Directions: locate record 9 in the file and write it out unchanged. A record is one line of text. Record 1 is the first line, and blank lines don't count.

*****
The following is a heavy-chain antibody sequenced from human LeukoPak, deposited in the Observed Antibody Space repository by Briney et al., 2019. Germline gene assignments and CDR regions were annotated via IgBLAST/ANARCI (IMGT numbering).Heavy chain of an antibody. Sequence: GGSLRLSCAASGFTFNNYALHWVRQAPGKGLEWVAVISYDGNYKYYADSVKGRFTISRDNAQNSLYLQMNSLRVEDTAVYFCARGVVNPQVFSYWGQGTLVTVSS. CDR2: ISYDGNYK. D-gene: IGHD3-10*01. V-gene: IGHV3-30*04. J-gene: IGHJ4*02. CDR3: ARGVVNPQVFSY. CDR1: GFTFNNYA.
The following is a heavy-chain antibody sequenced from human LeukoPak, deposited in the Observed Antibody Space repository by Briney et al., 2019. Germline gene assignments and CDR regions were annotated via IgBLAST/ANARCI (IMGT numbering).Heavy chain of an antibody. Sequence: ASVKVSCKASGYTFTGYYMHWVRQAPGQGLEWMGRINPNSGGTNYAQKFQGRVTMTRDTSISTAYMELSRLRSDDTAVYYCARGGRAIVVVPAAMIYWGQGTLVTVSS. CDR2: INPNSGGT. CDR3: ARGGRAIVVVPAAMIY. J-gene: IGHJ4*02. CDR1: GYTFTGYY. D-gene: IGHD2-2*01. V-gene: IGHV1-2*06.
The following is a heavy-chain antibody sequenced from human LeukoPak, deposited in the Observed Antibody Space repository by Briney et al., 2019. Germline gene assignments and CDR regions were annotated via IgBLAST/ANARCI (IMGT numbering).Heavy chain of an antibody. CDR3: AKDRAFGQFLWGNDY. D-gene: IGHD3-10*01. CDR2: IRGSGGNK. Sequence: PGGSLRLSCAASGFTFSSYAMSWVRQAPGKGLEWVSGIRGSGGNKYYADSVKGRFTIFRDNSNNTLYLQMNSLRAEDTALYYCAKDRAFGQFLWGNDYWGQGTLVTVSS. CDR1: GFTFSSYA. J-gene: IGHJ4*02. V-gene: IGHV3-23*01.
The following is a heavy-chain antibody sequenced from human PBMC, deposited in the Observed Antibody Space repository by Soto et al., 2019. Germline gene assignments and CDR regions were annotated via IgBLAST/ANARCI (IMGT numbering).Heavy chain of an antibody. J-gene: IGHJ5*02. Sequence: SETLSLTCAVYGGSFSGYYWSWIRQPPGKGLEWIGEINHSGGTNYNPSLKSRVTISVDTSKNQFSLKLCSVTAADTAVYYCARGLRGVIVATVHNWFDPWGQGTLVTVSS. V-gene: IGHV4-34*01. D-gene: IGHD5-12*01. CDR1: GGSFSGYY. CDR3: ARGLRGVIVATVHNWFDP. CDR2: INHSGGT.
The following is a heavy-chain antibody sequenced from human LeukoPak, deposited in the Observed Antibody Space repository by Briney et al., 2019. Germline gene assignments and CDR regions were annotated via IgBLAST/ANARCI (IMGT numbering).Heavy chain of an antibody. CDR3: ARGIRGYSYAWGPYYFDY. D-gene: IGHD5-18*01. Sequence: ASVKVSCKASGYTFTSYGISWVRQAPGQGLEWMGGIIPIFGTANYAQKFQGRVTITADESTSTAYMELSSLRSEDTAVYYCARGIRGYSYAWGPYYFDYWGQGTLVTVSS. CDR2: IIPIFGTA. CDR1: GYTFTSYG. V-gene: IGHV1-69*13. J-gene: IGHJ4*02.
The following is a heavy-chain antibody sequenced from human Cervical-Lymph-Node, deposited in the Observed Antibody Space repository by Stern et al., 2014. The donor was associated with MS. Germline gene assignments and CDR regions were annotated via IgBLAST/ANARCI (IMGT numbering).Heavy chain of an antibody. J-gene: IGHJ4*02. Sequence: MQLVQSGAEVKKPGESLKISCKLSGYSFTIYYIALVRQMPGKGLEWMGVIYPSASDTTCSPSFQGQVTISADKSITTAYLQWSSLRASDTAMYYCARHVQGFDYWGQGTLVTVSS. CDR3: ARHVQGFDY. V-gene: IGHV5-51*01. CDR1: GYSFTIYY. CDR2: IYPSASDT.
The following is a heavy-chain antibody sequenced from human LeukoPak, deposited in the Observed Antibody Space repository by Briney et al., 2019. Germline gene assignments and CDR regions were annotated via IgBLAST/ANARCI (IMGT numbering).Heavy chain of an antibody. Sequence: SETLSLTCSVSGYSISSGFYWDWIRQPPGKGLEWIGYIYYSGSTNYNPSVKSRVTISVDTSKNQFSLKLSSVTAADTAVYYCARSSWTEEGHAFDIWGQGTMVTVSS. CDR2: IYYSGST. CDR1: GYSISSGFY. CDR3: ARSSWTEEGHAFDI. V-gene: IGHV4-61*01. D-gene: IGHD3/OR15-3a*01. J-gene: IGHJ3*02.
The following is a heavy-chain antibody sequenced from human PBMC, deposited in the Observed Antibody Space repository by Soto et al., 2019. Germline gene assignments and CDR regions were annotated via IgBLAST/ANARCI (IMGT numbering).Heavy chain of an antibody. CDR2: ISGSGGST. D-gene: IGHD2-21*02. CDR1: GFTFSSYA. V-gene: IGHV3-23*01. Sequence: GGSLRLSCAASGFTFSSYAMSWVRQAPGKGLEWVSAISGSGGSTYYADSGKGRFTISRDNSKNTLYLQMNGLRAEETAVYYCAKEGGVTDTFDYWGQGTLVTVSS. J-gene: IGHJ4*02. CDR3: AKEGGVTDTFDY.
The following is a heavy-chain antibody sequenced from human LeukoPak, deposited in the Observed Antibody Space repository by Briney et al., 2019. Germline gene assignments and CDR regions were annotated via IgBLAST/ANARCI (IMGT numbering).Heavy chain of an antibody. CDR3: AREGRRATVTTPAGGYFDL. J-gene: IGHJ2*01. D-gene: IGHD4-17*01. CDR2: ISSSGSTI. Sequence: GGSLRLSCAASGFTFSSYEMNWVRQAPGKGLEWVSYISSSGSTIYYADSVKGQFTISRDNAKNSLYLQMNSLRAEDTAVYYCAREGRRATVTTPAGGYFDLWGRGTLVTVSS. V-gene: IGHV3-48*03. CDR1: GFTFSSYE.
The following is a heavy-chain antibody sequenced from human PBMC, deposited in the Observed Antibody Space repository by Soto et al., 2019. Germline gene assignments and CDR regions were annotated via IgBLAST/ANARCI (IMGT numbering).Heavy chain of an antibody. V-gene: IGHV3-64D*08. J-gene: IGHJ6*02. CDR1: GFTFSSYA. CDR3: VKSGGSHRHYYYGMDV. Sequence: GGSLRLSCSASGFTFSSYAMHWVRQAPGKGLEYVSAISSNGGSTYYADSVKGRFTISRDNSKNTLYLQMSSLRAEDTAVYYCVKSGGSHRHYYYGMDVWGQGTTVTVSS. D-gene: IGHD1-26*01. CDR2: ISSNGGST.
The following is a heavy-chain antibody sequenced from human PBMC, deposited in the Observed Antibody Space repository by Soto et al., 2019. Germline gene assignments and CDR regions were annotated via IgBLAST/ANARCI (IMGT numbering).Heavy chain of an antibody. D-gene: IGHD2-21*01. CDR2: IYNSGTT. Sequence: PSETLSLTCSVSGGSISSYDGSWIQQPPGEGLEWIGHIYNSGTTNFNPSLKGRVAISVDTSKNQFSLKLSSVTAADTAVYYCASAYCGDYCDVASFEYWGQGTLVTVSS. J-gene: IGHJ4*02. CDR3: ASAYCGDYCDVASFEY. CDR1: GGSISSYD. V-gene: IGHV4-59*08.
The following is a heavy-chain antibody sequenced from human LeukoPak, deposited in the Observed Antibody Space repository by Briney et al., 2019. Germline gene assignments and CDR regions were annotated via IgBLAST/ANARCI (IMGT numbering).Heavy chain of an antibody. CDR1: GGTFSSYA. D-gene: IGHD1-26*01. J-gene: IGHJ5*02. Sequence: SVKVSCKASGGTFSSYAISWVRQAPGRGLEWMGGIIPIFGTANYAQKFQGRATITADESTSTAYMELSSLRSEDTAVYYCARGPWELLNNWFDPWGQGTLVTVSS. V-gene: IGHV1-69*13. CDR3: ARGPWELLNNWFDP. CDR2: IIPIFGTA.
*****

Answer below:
The following is a heavy-chain antibody sequenced from human LeukoPak, deposited in the Observed Antibody Space repository by Briney et al., 2019. Germline gene assignments and CDR regions were annotated via IgBLAST/ANARCI (IMGT numbering).Heavy chain of an antibody. CDR3: AREGRRATVTTPAGGYFDL. J-gene: IGHJ2*01. D-gene: IGHD4-17*01. CDR2: ISSSGSTI. Sequence: GGSLRLSCAASGFTFSSYEMNWVRQAPGKGLEWVSYISSSGSTIYYADSVKGQFTISRDNAKNSLYLQMNSLRAEDTAVYYCAREGRRATVTTPAGGYFDLWGRGTLVTVSS. V-gene: IGHV3-48*03. CDR1: GFTFSSYE.